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2004 Domaine Fourrier Gevrey-Chambertin 1er Cru "Clos St. Jacques" VV

SKU #1028633 93-94 points John Gilman

 The 2004 Clos St. Jacques is absolutely singing today, and is clearly a wine of grand cru dimension in this vintage. The nose is deep, packed with sweet fruit and beautifully balanced, as it offers up notes of red berries, black cherries, a bit of grilled meat, herb tones, kaleidoscopic minerality, coffee and vanillin oak. On the palate the wine is full-bodied, deep and complex, with outstanding transparency down to the soil, ripe tannins, excellent acids, and a very long, complete finish. Great stuff in the making here. (Drink between 2014-2030).  (1/2006)

92 points Stephen Tanzer's International Wine Cellar

 Good full red. Reticent but ripe nose is a bit more animal and less floral than usual for this vineyard. Then denser and sweeter on the palate than the nose suggests, with a chewy texture and impressive palate coverage. Very sappy, concentrated and suave, with dark cherry and mineral flavors currently in the deep background. But this offers terrific breadth for the vintage, and the tannins are fine. (ST)  (3/2007)

91 points Allen Meadows - Burghound

 There is just a touch of secondary development to the otherwise gorgeously pure and still very fresh red Pinot and raspberry fruit nose that is nuanced with hints of spice, crushed leaf and earth. There is good delineation to the supple and wonderfully complex flavors that explode on the strikingly long finish where some gas is in evidence; as such I would recommend decanting this for 20 minutes first. At to maturity, for my taste this has reached its initial inflection point where it could be drunk now with pleasure or held for another 3 to 5 years first depending on how much secondary influence you enjoy. (AM)  (10/2013)

Jancis Robinson

 Very rich and intense. More winning than the 2005! Quite a bit of acidity but a nice luscious drink. 17.5/20 points (JR)  (8/2009)

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Price: $349.99

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Pinot Noir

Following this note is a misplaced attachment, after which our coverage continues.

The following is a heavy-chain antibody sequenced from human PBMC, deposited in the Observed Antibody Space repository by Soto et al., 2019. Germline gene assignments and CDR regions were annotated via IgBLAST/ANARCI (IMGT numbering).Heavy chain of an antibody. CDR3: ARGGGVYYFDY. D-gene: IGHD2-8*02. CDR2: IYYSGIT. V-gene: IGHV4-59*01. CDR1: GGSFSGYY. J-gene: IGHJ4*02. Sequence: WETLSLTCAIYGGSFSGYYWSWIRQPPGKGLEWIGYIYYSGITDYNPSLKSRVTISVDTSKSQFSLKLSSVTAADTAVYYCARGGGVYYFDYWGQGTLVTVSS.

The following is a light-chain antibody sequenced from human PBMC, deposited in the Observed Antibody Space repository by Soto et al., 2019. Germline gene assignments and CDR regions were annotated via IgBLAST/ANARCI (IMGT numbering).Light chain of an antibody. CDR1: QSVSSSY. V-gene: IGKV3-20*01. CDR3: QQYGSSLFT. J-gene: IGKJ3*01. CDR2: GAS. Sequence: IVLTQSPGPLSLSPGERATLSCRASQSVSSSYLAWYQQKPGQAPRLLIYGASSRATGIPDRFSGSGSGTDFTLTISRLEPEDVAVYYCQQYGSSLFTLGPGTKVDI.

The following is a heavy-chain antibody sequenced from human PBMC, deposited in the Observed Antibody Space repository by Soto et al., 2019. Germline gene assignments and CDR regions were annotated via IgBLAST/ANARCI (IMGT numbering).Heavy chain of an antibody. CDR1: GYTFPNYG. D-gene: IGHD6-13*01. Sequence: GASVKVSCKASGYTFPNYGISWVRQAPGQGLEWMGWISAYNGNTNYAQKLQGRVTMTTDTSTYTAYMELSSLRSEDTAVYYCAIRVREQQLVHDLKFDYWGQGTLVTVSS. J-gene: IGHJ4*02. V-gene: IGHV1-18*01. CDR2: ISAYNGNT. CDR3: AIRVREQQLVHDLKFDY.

- One of France's most legendary grapes and the grape that earned Burgundy its reputation. The parent of varietals like Pinot Gris/Grigio and Pinot Blanc, Pinot Noir is blue to violet to indigo in color with relatively thin skins, and it is said to have been cultivated in France for more than 2,000 years. At its best, Pinot Noir creates elegant wines that are filled with primary red fruit aromas and flavors while young, revealing with an array of secondary characteristics like earth, smoke, violet, truffle and game with age. The varietal is also known, perhaps better than any, for its ability to translate terroir, or a sense of place. While the best Pinot Noir still comes from Burgundy, it is being produced with increasing success in cooler climates around the world. In France, it is part of the trifecta of grapes that can go into Champagne, and it is also grown in Alsace, Irancy, Jura, Savoie, Lorraine and Sancerre. Outside of France it is produced under the names Pinot Nero and Blauburgunder in Italy's mountainous regions, as Spätburgunder in Germany and as Blauburgunder in Austria. In the US, Pinot Noir has found suitable growing conditions in the cooler parts of California, including Carneros, the Russian River Valley, the Anderson Valley, the Sonoma Coast, Monterey County, the Santa Lucia Highlands and Santa Barbara County, as well as in Oregon's Willamette Valley. In recent years, New Zealand has demonstrated its ability to interpret this hard-to-grow varietal, with successful bottlings coming from careful and attentive growers in Central Otago, Martinborough and Canterbury. Chile is also an up-and-coming region for Pinot Noir, creating fresh, fruit-forward, early-drinking and affordable Pinots from the coastal Casablanca Valley and the Limari Valley.


- When it comes to wine, France stands alone. No other country can beat it in terms of quality and diversity. And while many of its Region, Bordeaux, Burgundy and Champagne most obviously, produce wine as rare, as sought-after and nearly as expensive as gold, there are just as many obscurities and values to be had from little known appellations throughout the country. To learn everything there is to know about French wine would take a lifetime. To understand and appreciate French wine, one only has to begin tasting them.


- The province of eastern France, famous for its red wines produced from Pinot Noir and its whites produced from Chardonnay. (Small of amounts of Gamay and Aligoté are still grown, although these have to be labeled differently.) The most famous part of the region is known as the Côte d'Or (the Golden Slope). It is divided into the Côte de Beaune, south of the town of Beaune (famous principally for its whites), and the Côte de Nuits, North of Beaune (home of the most famous reds). In addition, the Côte Chalonnaise and the Mâconnais are important wine growing regions, although historically a clear level (or more) below the Côte d'Or. Also include by some are the regions of Chablis and Auxerrois, farther north.
Specific Appellation:

Gevrey Chambertin

- For many wine aficionados, Gevrey Chambertin is the northernmost end of the true Côte d'Or. The largest of all of the communes, it has 9 Grands Crus (Chambertin, Chambertin Clos de Bèze, Chapelle Chambertin, Charmes Chambertin, Griotte Chambertin, Latricieres Chambertin, Mazy Chambertin, Mazoyeres Chambertin and Ruchottes Chambertin). The best Premier Cru wines come form the vineyards nestled along a hill to the west of the village. The Grands Crus are planted in compacted limestone, while the soils in the rest of the village vary as to their clay content. If we are to characterize broadly, the wines are powerful, muscular and need time in the bottle to develop.